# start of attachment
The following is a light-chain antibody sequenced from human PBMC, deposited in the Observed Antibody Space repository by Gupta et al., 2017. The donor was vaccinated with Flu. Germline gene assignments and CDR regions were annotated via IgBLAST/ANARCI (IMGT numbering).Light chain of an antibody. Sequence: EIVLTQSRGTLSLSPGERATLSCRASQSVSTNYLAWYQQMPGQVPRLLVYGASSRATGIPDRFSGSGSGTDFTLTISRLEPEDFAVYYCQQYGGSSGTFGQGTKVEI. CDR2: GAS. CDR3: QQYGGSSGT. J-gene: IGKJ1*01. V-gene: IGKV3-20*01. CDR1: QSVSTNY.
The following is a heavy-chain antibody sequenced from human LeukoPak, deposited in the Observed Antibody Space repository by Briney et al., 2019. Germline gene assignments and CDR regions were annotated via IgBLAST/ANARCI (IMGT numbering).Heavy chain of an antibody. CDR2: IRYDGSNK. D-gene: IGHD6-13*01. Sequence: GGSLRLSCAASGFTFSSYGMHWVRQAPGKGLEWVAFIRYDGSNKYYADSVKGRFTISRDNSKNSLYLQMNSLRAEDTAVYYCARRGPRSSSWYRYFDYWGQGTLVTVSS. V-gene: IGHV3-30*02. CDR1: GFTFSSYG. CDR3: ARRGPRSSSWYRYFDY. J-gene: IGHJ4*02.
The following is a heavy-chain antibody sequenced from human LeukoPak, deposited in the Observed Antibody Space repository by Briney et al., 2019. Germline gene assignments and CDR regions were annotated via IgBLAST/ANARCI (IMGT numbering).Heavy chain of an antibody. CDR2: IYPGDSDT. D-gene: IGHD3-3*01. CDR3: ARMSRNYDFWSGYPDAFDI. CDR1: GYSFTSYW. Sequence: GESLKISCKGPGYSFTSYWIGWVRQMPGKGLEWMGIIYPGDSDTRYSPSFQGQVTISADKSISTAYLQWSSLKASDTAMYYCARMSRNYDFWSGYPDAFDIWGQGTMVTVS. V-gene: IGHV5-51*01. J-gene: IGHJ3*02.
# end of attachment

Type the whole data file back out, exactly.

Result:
The following is a light-chain antibody sequenced from human PBMC, deposited in the Observed Antibody Space repository by Gupta et al., 2017. The donor was vaccinated with Flu. Germline gene assignments and CDR regions were annotated via IgBLAST/ANARCI (IMGT numbering).Light chain of an antibody. Sequence: EIVLTQSRGTLSLSPGERATLSCRASQSVSTNYLAWYQQMPGQVPRLLVYGASSRATGIPDRFSGSGSGTDFTLTISRLEPEDFAVYYCQQYGGSSGTFGQGTKVEI. CDR2: GAS. CDR3: QQYGGSSGT. J-gene: IGKJ1*01. V-gene: IGKV3-20*01. CDR1: QSVSTNY.
The following is a heavy-chain antibody sequenced from human LeukoPak, deposited in the Observed Antibody Space repository by Briney et al., 2019. Germline gene assignments and CDR regions were annotated via IgBLAST/ANARCI (IMGT numbering).Heavy chain of an antibody. CDR2: IRYDGSNK. D-gene: IGHD6-13*01. Sequence: GGSLRLSCAASGFTFSSYGMHWVRQAPGKGLEWVAFIRYDGSNKYYADSVKGRFTISRDNSKNSLYLQMNSLRAEDTAVYYCARRGPRSSSWYRYFDYWGQGTLVTVSS. V-gene: IGHV3-30*02. CDR1: GFTFSSYG. CDR3: ARRGPRSSSWYRYFDY. J-gene: IGHJ4*02.
The following is a heavy-chain antibody sequenced from human LeukoPak, deposited in the Observed Antibody Space repository by Briney et al., 2019. Germline gene assignments and CDR regions were annotated via IgBLAST/ANARCI (IMGT numbering).Heavy chain of an antibody. CDR2: IYPGDSDT. D-gene: IGHD3-3*01. CDR3: ARMSRNYDFWSGYPDAFDI. CDR1: GYSFTSYW. Sequence: GESLKISCKGPGYSFTSYWIGWVRQMPGKGLEWMGIIYPGDSDTRYSPSFQGQVTISADKSISTAYLQWSSLKASDTAMYYCARMSRNYDFWSGYPDAFDIWGQGTMVTVS. V-gene: IGHV5-51*01. J-gene: IGHJ3*02.